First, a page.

Tuesday 25 June 2019

The Big Eight-Oh oh oh oh

I've been doing this for a while now with posts to celebrate my first book, Prince of Thorns, turning 30, 40, 50, 60, 70 and now 80 ... as in 80,000 ratings on Goodreads.

This time the milestone has fallen just after the release of my latest book, Limited Wish. The Impossible Times trilogy which starts with One Word Kill concludes in November with Dispel Illusion.

So, what exciting topic will I broach for the milestone 80K?

Let's talk covers!

Recently there was a bit of internet fuss by Czech readers who weren't all impressed by the cover reveal for Red Sister by my Czech publishers:

Some of them remonstrated with me. How could I allow this etc etc. In the end the publishers decided to go in a different direction and this is now the cover:

The discussions revealed considerable misunderstandings about how much input traditionally published authors have on their covers. I'm currently running a cover contest in the 5th SPFBO, and these covers come about in the way many readers imagine that traditional publishing works. The authors choose their artist, ask for something specific, there is a to and fro, and the final product is hopefully something they feel ownership of. 

Things in traditional publishing are very different. When my first book, Prince of Thorns came out, the first I heard about the cover from the publisher who provided it was an email saying "here's your cover, we hope you like it".  As it happens, I really did. It was a fine piece of art from the excellent Jason Chan who went on to provide covers for 6 of my books and internal art for my special edition omnibuses. 

As a more successful author my opinion is canvassed to a greater degree by my US and UK publishers but still it's nothing like what happens with self-published authors.

With overseas publishers (of whom I have dozens) in 99% of cases I'm not told when the book comes out, what the title is, or shown the cover. I find out when a reader sends me a link.

Two things to remember, however. Firstly: I'm not paying for the art. Secondly: My publishers know a lot more than I do about what sells in their market.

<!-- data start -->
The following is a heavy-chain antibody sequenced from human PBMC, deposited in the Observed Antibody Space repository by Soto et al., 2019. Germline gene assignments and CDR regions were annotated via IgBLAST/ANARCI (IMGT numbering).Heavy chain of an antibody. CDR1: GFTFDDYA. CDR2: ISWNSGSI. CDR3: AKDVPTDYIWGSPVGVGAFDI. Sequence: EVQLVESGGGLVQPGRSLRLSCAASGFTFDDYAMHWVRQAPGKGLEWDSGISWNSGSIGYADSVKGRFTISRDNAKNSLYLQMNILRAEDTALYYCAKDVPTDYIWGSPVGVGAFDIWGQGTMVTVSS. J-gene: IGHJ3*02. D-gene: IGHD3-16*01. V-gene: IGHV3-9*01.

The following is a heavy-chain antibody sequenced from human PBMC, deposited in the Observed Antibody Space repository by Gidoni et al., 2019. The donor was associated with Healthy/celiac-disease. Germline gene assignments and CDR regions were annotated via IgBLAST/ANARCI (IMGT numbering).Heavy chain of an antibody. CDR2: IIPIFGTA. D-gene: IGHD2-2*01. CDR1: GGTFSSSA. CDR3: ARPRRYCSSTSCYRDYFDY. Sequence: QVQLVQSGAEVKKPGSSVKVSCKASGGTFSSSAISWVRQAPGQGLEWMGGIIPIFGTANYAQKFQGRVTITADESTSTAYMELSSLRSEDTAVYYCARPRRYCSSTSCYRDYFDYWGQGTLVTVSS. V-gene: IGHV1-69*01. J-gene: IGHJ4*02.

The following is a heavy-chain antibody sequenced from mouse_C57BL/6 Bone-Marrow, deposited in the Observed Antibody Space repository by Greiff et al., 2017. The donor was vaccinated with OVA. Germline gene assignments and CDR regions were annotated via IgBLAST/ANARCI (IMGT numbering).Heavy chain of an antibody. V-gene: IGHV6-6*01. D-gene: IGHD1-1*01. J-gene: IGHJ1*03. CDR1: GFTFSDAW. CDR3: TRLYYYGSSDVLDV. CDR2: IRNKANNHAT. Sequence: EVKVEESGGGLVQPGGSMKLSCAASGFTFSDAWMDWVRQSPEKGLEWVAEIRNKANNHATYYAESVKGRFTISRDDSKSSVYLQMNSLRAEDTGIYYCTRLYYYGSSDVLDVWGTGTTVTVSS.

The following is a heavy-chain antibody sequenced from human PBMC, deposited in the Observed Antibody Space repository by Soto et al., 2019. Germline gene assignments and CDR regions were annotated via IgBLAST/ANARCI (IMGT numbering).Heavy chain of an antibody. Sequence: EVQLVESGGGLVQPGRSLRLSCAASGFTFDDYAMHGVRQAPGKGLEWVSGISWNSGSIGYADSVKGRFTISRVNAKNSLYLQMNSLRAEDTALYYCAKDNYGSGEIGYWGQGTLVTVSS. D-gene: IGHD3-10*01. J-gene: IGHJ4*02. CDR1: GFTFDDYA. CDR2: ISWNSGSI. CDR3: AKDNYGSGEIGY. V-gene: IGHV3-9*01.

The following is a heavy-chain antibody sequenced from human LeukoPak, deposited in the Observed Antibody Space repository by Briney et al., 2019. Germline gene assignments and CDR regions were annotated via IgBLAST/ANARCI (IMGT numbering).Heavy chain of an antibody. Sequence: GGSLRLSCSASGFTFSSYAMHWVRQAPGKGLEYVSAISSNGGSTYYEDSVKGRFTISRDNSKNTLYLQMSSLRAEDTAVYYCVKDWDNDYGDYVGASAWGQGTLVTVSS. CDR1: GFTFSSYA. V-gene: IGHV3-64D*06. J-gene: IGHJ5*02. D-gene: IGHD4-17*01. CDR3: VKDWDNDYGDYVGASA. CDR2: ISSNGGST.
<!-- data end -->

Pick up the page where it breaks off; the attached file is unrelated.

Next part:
Emotionally, the cover is a statement about the author's art. The author wants one they like. Obviously.

Economically, the cover is a sales device. The publisher (and the author) want to sell books. Since the publisher has bought the rights and made a significant financial investment both in the advance to the author and the costs of production, they sensibly take hold of this important factor in the success of the book. They know that the author is good with words. They have no reason to believe that the author is an expert in covers.

And it's true. I'm not an expert in covers. Indeed I often don't have strong opinions when I am asked for input at the early stage or to choose between options at a later stage.

The UK Book of the Ancestor covers changed character through the course of the trilogy but it wasn't me driving those changes. I had no objection to the Red Sister hardcover cover. I didn't campaign for the change to the paperback cover. I like both. Readers, however, often voice strong opinions in both directions.

When considering what might be on the cover of One Word Kill I never even thought of just the title. My mind was wandering across D&D paraphernalia, dice, maps, characters... None of it really jumped out at me as "yes, we must have that". And when 47North came up with the text-only idea I was very pleasantly surprised. It somehow captured the era and seemed to invite readers in without loading them with preconceptions. The images I'd been thinking of would have turned away some readers whose biases reviews now tell me that that text overcame. So bravo to the publishers.

 I'm not a control freak - I'll leave them to do what they do best and stick with what I know. Sure, sometimes the results won't be great, no cover is universally loved, but then again, neither is any book! Some of my covers I love. Some not so much. You won't catch me telling you which is which. And in all cases my thanks go to the artists for their skill and hard work.

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1 comment:

  1. Nice post :) I try to think about trad-vs-indie as a business decision, and trad authors don't pay for covers, marketing, editing, and so on, but the people who are paying get more say.